Buffalo Ginger Stir Fry

3/4 cup beef broth
2 tbsp honey
1 tsp ginger
1 tsp minced garlic
1 tsp sesame oil
2 tsp vegetable oil, separated
1 lb buffalo steak, cut into small, thin strips
1/2 bunch bok choy, chopped
1/2 pkg frozen edamame, cooked according to package directions
1 tbsp cornstarch
1/2 cup water
rice or noodles to serve with

1. Combine the broth, honey, ginger, garlic and oil in a sealable container and shake vigorously, then set aside. 

2.  Heat one teaspoon of the vegetable oil in a wok then sauté buffalo until cooked through, about 4 minutes, then set aside.

3.  Heat the remaining vegetable oil and sauté the bok choy until greens wilt, about 2 minutes.  You may wish to remove the greens and let the whites of the bok choy sauté until they become more tender, approximately an additional 4 minutes.  Add cooked edamame and sauce.

4.  Once sauce is simmering, combine cornstarch and water, mix well, and add to the wok.  Cook until the sauce thickens, about 2 minutes.  Serve over rice or noodles.

The Verdict: Good but not great.

As I guessed, my son ate everything except the bok choy which he refused to even try.  (So much for my "you must try at least one bite" rule.)  He had no complaints.

My husband and I didn't have any serious complaints either, other than buffalo is the wrong meat for this dish.  I'm not a fan of stir fried beef, period, as I think it makes the meat too tough.  But I liked the sauce and the combination of veggies.  I would have preferred it with chicken or tofu.  My husband felt that buffalo was an unorthodox meat for this kind of dish.  He felt that the flavor difference from beef was the wrong combination.  (I don't find there's much of a difference in taste, per se.  I feel like buffalo is just a "better" version of beef.)

So could I have found a better use of that buffalo?  Probably.  Honestly, the best use would have been to buy a second steak and eat it Amir (my preschooler dinosaur) style.  Grilled medium, paired with mashed potatoes.  Sometimes simple is better.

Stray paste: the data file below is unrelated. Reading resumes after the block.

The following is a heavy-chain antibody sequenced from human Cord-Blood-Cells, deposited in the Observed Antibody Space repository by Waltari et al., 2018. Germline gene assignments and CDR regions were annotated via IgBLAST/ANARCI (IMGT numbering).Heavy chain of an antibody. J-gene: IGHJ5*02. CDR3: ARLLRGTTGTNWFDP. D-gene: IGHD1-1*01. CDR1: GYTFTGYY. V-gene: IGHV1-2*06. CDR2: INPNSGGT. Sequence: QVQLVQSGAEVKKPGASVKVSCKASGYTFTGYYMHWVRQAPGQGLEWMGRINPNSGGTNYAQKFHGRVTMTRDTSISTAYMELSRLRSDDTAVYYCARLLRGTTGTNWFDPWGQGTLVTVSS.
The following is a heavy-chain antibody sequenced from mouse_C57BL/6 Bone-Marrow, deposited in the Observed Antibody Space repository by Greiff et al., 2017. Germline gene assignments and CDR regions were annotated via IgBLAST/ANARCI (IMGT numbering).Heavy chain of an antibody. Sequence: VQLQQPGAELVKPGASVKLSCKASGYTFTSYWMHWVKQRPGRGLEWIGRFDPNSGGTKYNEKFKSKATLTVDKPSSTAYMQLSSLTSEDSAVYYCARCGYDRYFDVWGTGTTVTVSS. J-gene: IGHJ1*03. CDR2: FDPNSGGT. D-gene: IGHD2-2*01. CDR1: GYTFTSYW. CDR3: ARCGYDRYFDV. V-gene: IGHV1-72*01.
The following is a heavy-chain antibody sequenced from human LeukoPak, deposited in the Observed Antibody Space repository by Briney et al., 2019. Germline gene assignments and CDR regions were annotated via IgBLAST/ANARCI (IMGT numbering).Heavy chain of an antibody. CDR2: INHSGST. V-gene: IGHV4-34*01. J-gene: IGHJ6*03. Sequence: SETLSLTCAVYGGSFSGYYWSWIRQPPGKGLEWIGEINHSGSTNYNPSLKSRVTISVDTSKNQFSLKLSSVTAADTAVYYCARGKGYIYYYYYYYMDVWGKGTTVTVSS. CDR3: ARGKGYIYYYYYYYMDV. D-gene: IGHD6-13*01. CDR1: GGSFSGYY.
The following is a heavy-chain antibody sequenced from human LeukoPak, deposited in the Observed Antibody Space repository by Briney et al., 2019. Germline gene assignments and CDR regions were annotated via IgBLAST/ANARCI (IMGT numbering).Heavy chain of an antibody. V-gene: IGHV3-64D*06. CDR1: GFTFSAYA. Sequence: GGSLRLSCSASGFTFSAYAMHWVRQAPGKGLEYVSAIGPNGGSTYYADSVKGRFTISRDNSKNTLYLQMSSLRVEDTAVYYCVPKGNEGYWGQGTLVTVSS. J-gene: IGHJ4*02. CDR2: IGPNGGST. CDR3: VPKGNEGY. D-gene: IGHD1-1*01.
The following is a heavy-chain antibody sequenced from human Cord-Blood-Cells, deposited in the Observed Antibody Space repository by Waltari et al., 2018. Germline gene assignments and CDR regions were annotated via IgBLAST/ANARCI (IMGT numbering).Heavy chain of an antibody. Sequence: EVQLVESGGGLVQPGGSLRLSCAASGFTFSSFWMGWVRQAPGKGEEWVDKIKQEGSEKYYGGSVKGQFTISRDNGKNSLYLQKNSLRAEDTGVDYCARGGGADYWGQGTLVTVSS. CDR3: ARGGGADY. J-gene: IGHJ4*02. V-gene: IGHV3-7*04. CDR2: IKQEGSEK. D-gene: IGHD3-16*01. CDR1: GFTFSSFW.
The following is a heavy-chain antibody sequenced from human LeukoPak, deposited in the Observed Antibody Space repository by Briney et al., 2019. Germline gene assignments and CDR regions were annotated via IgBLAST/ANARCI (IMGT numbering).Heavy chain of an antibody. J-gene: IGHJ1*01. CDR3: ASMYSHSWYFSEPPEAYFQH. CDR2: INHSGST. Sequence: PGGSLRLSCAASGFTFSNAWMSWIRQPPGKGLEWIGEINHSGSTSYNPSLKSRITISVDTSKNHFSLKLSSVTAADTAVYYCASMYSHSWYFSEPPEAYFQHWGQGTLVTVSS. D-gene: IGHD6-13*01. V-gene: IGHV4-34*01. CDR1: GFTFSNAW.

Sunday, July 24, 2011

Shrimp and Feta Pizza

I love to cook.  That's pretty obvious because of this blog, right?  But at the risk of going all Are You There God? It's Me, Margaret, sometimes cooking for a picky 3-year-old can be a drag.  I think the most disappointing part is that while I haven't submitted my application for traveling food freak should the Weird Foods host up and quit, I'm a fairly adventurous eater.  So when my son started solid foods, I made my own baby food so that he could experience good cuisine at an early age.

How on earth did I end up with a child whose culinary daring doesn't wander far beyond edamame and salmon?

I'm probably grumpy because dinner, aside from Mr. Finicky's exclamations of "I don't like...!" fifty-seven times during the meal, was fairly disastrous.  We love homemade pizza in our house, so it was par for the course for me to make my own pizza dough in my bread maker.  But a crying baby and high humidity created a finished dough ball that was more ectoplasm than pizza.  This was remedied with a mad dash to Whole Foods for pizza dough.  (I ended up getting their multigrain dough and it's fantastic, by the way.)  And my need for Hooked on Phonics created the second dinner debacle: overlooking the word "grilled" in the recipe.  We have a community grill at our condo, but the hurdles to grilling more than steak are limitless. 

So what happened?  I'll share with you the recipe I made, not what I was supposed to make.

Shrimp and Feta Pizza 

3/4 lb medium shrimp, peeled and deveined
1 onion, sliced into rounds
1/2 cup extra-virgin olive oil, plus more for brushing
1/2 tsp dried oregano
salt and pepper
1 lb prepared pizza dough at room temperature
1 cup cherry or grape tomatoes, halved
1/2 cup crumbled feta cheese

1. Move oven rack to lowest level in the oven and preheat to 500 degrees F.  Toss shrimp and onion in a bowl with olive oil, oregano and salt and pepper.

2.  Stretch pizza dough onto a pizza pan and brush the outer crust with olive oil.  Bake in the heated oven for 5 minutes.  Meanwhile, cook shrimp and onions in a skillet sprayed with cooking spray over medium-high heat until the shrimp begin to turn pink.

3.  Remove crust from the oven and top with shrimp, onions, tomatoes and feta.  Return to the oven and cook for an additional 10 to 15 minutes, or until crust is golden brown.  Transfer to a cutting board and cut into pieces.

The Verdict: Adults loved it.  Child dissected it like it was a high school biology experiment.

My son didn't like the grape tomatoes nor the onions; in other words, he didn't eat any of the vegetables.  Quel surprise.  He was also a little leery of the feta cheese.  He did, however, eat every bit of shrimp and crust given to him.